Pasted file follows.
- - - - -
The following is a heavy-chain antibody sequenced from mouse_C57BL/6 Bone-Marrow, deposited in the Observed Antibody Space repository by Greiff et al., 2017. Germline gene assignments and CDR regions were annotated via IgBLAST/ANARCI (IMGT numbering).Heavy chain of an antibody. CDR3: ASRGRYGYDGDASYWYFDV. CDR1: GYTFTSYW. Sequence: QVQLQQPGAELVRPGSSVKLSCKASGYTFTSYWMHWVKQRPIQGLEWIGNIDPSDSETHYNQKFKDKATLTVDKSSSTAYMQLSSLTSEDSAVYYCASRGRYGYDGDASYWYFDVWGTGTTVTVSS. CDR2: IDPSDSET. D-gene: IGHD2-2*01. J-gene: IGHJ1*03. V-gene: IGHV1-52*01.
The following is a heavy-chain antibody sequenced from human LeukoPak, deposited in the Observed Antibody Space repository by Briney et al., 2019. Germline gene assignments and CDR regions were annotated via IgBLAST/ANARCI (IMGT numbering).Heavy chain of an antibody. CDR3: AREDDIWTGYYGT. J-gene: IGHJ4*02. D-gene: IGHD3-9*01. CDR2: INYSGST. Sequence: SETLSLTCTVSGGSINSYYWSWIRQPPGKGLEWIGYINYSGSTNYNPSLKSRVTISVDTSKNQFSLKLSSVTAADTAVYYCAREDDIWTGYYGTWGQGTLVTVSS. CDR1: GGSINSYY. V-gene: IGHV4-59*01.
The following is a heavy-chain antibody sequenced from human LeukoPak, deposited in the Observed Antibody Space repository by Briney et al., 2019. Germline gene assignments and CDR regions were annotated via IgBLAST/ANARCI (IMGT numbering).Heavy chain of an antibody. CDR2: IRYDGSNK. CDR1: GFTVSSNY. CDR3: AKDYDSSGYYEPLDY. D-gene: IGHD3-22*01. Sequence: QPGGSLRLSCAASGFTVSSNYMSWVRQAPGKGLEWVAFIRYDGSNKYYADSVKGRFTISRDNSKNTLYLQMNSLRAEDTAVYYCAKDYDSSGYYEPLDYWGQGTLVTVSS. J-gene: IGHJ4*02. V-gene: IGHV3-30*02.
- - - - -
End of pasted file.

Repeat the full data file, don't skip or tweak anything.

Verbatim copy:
The following is a heavy-chain antibody sequenced from mouse_C57BL/6 Bone-Marrow, deposited in the Observed Antibody Space repository by Greiff et al., 2017. Germline gene assignments and CDR regions were annotated via IgBLAST/ANARCI (IMGT numbering).Heavy chain of an antibody. CDR3: ASRGRYGYDGDASYWYFDV. CDR1: GYTFTSYW. Sequence: QVQLQQPGAELVRPGSSVKLSCKASGYTFTSYWMHWVKQRPIQGLEWIGNIDPSDSETHYNQKFKDKATLTVDKSSSTAYMQLSSLTSEDSAVYYCASRGRYGYDGDASYWYFDVWGTGTTVTVSS. CDR2: IDPSDSET. D-gene: IGHD2-2*01. J-gene: IGHJ1*03. V-gene: IGHV1-52*01.
The following is a heavy-chain antibody sequenced from human LeukoPak, deposited in the Observed Antibody Space repository by Briney et al., 2019. Germline gene assignments and CDR regions were annotated via IgBLAST/ANARCI (IMGT numbering).Heavy chain of an antibody. CDR3: AREDDIWTGYYGT. J-gene: IGHJ4*02. D-gene: IGHD3-9*01. CDR2: INYSGST. Sequence: SETLSLTCTVSGGSINSYYWSWIRQPPGKGLEWIGYINYSGSTNYNPSLKSRVTISVDTSKNQFSLKLSSVTAADTAVYYCAREDDIWTGYYGTWGQGTLVTVSS. CDR1: GGSINSYY. V-gene: IGHV4-59*01.
The following is a heavy-chain antibody sequenced from human LeukoPak, deposited in the Observed Antibody Space repository by Briney et al., 2019. Germline gene assignments and CDR regions were annotated via IgBLAST/ANARCI (IMGT numbering).Heavy chain of an antibody. CDR2: IRYDGSNK. CDR1: GFTVSSNY. CDR3: AKDYDSSGYYEPLDY. D-gene: IGHD3-22*01. Sequence: QPGGSLRLSCAASGFTVSSNYMSWVRQAPGKGLEWVAFIRYDGSNKYYADSVKGRFTISRDNSKNTLYLQMNSLRAEDTAVYYCAKDYDSSGYYEPLDYWGQGTLVTVSS. J-gene: IGHJ4*02. V-gene: IGHV3-30*02.